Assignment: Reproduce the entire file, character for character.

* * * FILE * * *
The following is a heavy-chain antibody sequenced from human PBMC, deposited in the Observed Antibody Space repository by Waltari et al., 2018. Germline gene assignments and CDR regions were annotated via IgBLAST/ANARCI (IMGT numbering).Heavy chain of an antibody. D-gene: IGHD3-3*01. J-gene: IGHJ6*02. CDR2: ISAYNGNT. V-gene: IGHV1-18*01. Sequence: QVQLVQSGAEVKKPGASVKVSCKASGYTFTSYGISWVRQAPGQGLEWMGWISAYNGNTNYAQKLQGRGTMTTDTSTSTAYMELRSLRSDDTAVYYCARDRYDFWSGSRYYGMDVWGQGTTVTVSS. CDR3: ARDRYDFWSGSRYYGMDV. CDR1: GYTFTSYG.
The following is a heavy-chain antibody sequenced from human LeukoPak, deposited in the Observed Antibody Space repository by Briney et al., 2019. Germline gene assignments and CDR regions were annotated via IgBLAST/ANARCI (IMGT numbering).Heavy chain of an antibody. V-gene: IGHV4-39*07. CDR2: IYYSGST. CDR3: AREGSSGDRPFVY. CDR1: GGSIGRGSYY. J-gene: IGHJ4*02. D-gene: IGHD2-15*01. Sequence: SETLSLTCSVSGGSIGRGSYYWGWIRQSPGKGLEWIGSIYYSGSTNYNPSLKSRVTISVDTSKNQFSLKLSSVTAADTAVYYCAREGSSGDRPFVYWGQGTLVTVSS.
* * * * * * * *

The following is a heavy-chain antibody sequenced from human PBMC, deposited in the Observed Antibody Space repository by Waltari et al., 2018. Germline gene assignments and CDR regions were annotated via IgBLAST/ANARCI (IMGT numbering).Heavy chain of an antibody. D-gene: IGHD3-3*01. J-gene: IGHJ6*02. CDR2: ISAYNGNT. V-gene: IGHV1-18*01. Sequence: QVQLVQSGAEVKKPGASVKVSCKASGYTFTSYGISWVRQAPGQGLEWMGWISAYNGNTNYAQKLQGRGTMTTDTSTSTAYMELRSLRSDDTAVYYCARDRYDFWSGSRYYGMDVWGQGTTVTVSS. CDR3: ARDRYDFWSGSRYYGMDV. CDR1: GYTFTSYG.
The following is a heavy-chain antibody sequenced from human LeukoPak, deposited in the Observed Antibody Space repository by Briney et al., 2019. Germline gene assignments and CDR regions were annotated via IgBLAST/ANARCI (IMGT numbering).Heavy chain of an antibody. V-gene: IGHV4-39*07. CDR2: IYYSGST. CDR3: AREGSSGDRPFVY. CDR1: GGSIGRGSYY. J-gene: IGHJ4*02. D-gene: IGHD2-15*01. Sequence: SETLSLTCSVSGGSIGRGSYYWGWIRQSPGKGLEWIGSIYYSGSTNYNPSLKSRVTISVDTSKNQFSLKLSSVTAADTAVYYCAREGSSGDRPFVYWGQGTLVTVSS.